Student spurs action against hate forgery

Student spurs action against hate forgery

Eighth-grader Sam Naimi was visiting his grandparents in Boca Raton, Fla., when he wandered into a local Barnes & Noble. The 14-year-old from Closter, on a Thanksgiving break from Solomon Schechter Day School in New Milford, strolled over to a Chanukah display table — where he saw something that looked out of place: "The Protocols of the Learned Elders of Zion."

Sam recognized the book from his Jewish history class, where he had learned about the book’s origins and how it is still circulated today, especially in the Arab world. He hadn’t expected to come across the book while shopping, though.

"I was really angry," Sam told The Jewish Standard this week. "My teacher has been teaching us about ‘The Protocols.’" After reading through a few pages, he realized the book was just as anti-Semitic as he had been taught.

Solomon Schechter Day School Jewish history teacher Mashie Kapelowitz, eighth-grader Sam Naimi, and head of school Rabbi Stuart Saposh with a copy of "Fact or Fraud?" which the ADL presented to Sam.

He moved the book off the table and when he returned to SSDS he told his Jewish history teacher, Mashie Kapelowitz, what had happened. In response, Kapelowitz called up the south Florida bookstore on speakerphone during Naimi’s class. She questioned an assistant manager about how the book landed in the Chanukah display.

"Her answer was, ‘We don’t know the content of all the books in the store,’" Kapelowitz reported.

Dissatisfied, she turned to south Florida’s Jewish Community Relations Council, which directed her to the region’s Anti-Defamation League. The organization said it would look into the incident. The next day, A Jewish woman named Sarah Cohen called. Cohen was responsible for the Chanukah table but said she had not put the book on the display.

"She was upset also," Kapelowitz said.

While they waited for answers, Sam wrote a letter to Barnes & Noble, but decided not to send it, at the behest of the ADL. On the third day, Kapelowitz heard back from the ADL. Although the organization had no answers as to how the book ended up in the Chanukah display, it had discovered that the Barnes & Noble Website no longer bore a disclaimer about the book’s authenticity.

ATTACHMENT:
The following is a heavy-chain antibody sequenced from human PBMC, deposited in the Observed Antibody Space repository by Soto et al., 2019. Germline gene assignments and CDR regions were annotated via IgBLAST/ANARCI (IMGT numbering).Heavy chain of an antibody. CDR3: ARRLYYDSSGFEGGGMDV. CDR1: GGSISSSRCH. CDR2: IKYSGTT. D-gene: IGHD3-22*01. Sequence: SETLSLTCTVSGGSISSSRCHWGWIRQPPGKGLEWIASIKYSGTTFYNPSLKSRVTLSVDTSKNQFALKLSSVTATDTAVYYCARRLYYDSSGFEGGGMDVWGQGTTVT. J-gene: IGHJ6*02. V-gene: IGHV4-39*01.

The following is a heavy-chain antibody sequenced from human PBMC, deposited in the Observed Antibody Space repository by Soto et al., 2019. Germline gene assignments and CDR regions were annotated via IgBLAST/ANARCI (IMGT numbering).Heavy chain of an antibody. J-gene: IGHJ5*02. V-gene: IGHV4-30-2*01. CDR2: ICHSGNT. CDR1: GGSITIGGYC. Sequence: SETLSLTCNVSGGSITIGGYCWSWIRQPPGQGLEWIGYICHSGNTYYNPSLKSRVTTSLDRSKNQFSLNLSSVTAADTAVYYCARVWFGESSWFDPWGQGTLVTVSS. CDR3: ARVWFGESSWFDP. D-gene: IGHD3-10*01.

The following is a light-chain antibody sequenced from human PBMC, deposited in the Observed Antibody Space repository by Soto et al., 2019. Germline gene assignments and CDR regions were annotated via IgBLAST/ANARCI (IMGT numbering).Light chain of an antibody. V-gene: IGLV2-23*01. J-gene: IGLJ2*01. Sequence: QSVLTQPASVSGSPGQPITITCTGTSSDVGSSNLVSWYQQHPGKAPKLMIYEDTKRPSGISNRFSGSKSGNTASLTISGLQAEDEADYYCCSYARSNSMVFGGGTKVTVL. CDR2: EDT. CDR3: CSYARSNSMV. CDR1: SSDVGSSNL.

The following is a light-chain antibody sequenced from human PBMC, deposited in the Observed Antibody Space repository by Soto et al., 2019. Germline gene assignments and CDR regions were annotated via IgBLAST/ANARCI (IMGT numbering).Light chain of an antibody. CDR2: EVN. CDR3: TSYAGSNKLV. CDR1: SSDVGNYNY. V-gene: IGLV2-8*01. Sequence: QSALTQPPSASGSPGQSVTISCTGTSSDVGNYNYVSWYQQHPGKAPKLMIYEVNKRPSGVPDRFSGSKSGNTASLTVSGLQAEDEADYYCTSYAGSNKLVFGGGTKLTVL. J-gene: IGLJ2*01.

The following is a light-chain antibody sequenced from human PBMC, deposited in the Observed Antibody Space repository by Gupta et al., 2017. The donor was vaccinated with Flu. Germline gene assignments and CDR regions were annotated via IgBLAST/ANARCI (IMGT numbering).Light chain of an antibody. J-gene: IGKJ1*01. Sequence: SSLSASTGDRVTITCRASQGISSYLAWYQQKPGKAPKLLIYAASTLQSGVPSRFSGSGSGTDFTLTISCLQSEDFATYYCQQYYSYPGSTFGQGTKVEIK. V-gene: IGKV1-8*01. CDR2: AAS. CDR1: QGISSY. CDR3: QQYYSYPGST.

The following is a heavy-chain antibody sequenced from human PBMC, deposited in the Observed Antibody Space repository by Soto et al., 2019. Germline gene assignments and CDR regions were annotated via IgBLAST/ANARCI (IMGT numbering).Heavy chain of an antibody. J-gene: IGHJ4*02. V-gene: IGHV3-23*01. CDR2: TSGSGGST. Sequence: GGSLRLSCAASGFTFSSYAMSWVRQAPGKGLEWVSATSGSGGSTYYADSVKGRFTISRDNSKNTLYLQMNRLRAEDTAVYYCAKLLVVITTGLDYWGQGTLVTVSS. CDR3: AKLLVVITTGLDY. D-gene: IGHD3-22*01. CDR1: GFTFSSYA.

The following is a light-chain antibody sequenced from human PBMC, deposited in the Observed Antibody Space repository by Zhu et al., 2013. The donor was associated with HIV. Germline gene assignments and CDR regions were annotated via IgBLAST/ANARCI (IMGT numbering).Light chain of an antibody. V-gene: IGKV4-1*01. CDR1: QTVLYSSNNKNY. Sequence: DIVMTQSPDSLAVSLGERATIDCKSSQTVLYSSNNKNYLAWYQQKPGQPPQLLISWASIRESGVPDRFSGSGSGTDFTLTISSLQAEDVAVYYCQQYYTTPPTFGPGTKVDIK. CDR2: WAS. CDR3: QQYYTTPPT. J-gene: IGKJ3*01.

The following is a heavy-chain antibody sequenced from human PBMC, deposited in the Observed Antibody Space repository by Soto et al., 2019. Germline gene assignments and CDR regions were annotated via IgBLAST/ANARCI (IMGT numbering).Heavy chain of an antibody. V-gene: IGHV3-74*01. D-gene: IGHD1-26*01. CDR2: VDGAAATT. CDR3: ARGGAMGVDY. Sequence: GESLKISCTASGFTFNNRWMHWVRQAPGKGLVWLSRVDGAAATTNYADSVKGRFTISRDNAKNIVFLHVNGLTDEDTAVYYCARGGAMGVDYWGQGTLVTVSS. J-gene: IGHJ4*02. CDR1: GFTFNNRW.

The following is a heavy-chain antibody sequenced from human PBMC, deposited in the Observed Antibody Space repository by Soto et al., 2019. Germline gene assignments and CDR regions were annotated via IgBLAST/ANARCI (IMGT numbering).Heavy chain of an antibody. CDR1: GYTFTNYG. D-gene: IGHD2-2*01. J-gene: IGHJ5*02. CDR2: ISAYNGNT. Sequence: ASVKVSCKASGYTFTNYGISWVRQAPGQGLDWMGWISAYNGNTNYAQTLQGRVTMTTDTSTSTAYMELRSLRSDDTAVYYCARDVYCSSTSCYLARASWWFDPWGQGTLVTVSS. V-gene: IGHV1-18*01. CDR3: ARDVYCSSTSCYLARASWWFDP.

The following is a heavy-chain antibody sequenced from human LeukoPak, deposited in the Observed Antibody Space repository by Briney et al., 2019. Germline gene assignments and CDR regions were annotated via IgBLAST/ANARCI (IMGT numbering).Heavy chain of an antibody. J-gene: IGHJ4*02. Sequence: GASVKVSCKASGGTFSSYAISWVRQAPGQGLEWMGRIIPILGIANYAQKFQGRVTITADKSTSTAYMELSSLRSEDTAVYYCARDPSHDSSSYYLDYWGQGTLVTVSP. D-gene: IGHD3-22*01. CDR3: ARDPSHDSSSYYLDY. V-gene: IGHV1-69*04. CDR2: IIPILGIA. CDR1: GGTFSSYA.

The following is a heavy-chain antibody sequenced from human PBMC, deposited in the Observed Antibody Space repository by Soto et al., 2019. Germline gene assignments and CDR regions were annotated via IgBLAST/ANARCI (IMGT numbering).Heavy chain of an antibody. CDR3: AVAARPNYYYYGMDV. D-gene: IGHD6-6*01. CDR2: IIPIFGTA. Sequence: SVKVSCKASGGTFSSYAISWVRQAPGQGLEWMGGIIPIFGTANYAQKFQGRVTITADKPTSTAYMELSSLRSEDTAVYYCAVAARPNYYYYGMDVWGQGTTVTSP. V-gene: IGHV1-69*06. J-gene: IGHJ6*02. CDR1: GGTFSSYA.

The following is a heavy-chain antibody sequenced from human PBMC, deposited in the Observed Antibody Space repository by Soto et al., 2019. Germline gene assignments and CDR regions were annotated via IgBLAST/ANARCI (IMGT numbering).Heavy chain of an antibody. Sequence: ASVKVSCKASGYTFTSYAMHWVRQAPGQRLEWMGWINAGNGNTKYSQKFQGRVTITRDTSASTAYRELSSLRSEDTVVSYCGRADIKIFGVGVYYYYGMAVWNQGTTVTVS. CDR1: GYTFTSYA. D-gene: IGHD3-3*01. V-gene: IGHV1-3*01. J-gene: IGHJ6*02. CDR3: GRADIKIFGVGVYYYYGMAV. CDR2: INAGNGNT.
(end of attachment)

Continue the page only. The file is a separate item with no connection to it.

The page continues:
The Internet bookseller had begun selling "The Protocols" in ‘000, which resulted in threats of boycott from the Jewish community. Barnes & Noble had also begun carrying the book.

The ADL issued a statement that it would not demand the booksellers remove the title from its stock, as part of a policy not to censor literature. In response to ADL urgings, however, both booksellers decided to attach ADL disclaimers to all versions of the book on their Websites, attesting to the fraudulent nature of the text.

But, according to Etzion Neuer, director of the New Jersey ADL office, the organization recently found that the disclaimer was no longer to be found on Barnes & Noble’s Website. Neuer credited Sam’s actions for leading to the discovery of the missing disclaimer.

"What happened here is, through a computer glitch, the synopsis and message from ADL dropped off," Neuer said. "Immediately after we notified Barnes & Noble it was put back on."

Neuer had no explanation for how "The Protocols" ended up on the Chanukah table but he did not blame Barnes & Noble, which he said was one of the ADL’s first corporate partners. He praised the bookstore for its swift handling of the glitch and responding to the Florida incident.

"They’ve always demonstrated a commitment to respect and a recognition of the power of words," he said.

Although the incident turned out to be minor, it provided a valuable lesson on the need to speak out, Neuer said. He praised Sam for recognizing that something was wrong and taking action. His actions carried a positive consequence, which should encourage others to speak out as well, he said.

"One of the most important lessons is to speak up," he said. "If a kid gets it at age 14, that bodes very well for the future."

Sam, meanwhile, has earned admiration from the Schechter faculty and his classmates. He exemplified the school’s goal of turning students into advocates, Kapelowitz said. Although Schechter students live within "a cocoon" at the school, she continued, Sam showed how the students deal positively with the world around them.

"As the result of Sam’s actions, hopefully something has changed for the better," Kapelowitz said. "We’re very proud of him."

Schechter head of school Rabbi Stuart Saposh agreed. While he has heard people question why the school would highlight ugliness like "The Protocols" in its lessons, this incident supports the school’s approach to educating the children about anti-Semitism, Saposh said.

"This is an example of classroom instruction actually coming alive in the children’s lives and them acting upon it," Saposh said. "It provided a valuable real life experience that was only theoretical … in the classroom."

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